“One of my priorities is to be a presence whether at Student Congress, athletic events, or other things to just really focus on connecting with students,” said Burke.

FSL recruitment underway



With the start of the Fall semester underway, Fraternity and Sorority Life (FSL) is in full swing preparing for recruitment. This year will look slightly different though as both fraternities and sororities are allowing freshmen to rush during their first semester. Historically only sororities have allowed students to rush during their first semester.

Alma College currently has five social fraternities: Delta Gamma Tau, Phi Mu Alpha, Sigma Chi, Tau Kappa Epsilon and Zeta Sigma. Alma College also has five social sororities: Alpha Gamma Delta, Alpha Xi Delta, Gamma Phi Beta, Kappa Iota and Phi Sigma Sigma. All of them will host a variety of events in the upcoming weeks and the best way to stay up to date is by following social media accounts for the various organizations.

Two accounts in particular are worth following on Instagram, @ac_ifc and @acpanhellenic. On both of these accounts, updates will be posted about upcoming events as well as access to sign the rush list.

Some examples of events that have already occurred are the FSL Movie on the Lawn which was Aug. 26 and the Meet the Greek BBQ which was Aug. 28. Both of these events allowed for Alma College students to go out and get to meet some of the FSL members on campus.

“I think freshmen looking at going through sorority recruitment should look forward to the experience of it all,” said Madison Hall (‘23), and President of Panhellenic Council. “[Students] can learn about philanthropy and service, leadership, alumni connections, friendships, [and] DEI (diversity, equity, and inclusion).”

For freshmen students hoping to join fraternities, the long debated topic of their ability to rush during their first semester of college came to an end following an Inter Fraternity Council (IFC) vote last April. The vote came one year after Panhellenic Council voted to allow students to rush sororities during their first semester on campus.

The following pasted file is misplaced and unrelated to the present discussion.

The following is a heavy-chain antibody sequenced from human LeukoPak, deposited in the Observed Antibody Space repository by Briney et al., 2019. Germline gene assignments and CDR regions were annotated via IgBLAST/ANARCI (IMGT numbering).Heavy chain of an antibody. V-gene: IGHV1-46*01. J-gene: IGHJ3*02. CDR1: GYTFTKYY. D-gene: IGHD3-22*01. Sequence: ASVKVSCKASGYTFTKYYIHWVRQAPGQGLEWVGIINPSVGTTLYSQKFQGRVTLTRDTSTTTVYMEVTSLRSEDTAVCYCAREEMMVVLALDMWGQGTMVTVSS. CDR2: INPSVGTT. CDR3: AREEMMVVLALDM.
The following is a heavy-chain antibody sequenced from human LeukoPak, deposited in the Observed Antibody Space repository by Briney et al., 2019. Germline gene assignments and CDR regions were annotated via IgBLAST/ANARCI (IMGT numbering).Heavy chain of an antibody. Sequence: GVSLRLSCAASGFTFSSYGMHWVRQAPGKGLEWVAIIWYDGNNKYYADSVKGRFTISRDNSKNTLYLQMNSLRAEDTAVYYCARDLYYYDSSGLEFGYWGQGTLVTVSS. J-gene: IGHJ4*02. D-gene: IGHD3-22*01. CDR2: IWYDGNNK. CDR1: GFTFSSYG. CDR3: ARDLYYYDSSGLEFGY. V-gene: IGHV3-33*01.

“I hope that letting freshman rush [fraternities] will be a net positive,” said Sawyer Hill (‘23), IFC Rush Chairperson.

“It used to take place in the second semester because it gave [freshmen] time to think about their place on campus, however, I think that by allowing them to rush the first semester, it will help them find their place on campus earlier,” said Hill.

A topic that many new students may be concerned about is the “cult-like” atmosphere that many have seen on apps such as TikTok. Trends such as ‘BamaRush’ have cast a bad light on Greek life on campuses across the country.

“There is ‘BamaRush’ on TikTok [but] the chapters on Alma’s campus are definitely not like what that side of social media shows,” said Hall.

Many members of FSL on Alma College’s campus highlight important factors when looking to join a fraternity or sorority such as leadership and networking opportunities. Alma College students also tend to highlight the importance of giving back to the community.

“[Students] thinking about rushing should look into the great ways [they] can hold leadership positions and also give back to the local and campus communities,” said Anika Ried (‘23), a sister at Gamma Phi Beta.

Anyone looking into FSL is encouraged to check all of their options by both IFC and Panhellenic Council. In the coming weeks more events such as house walkthroughs for potential new members and other events will occur for people to begin getting a feel for FSL at Alma College.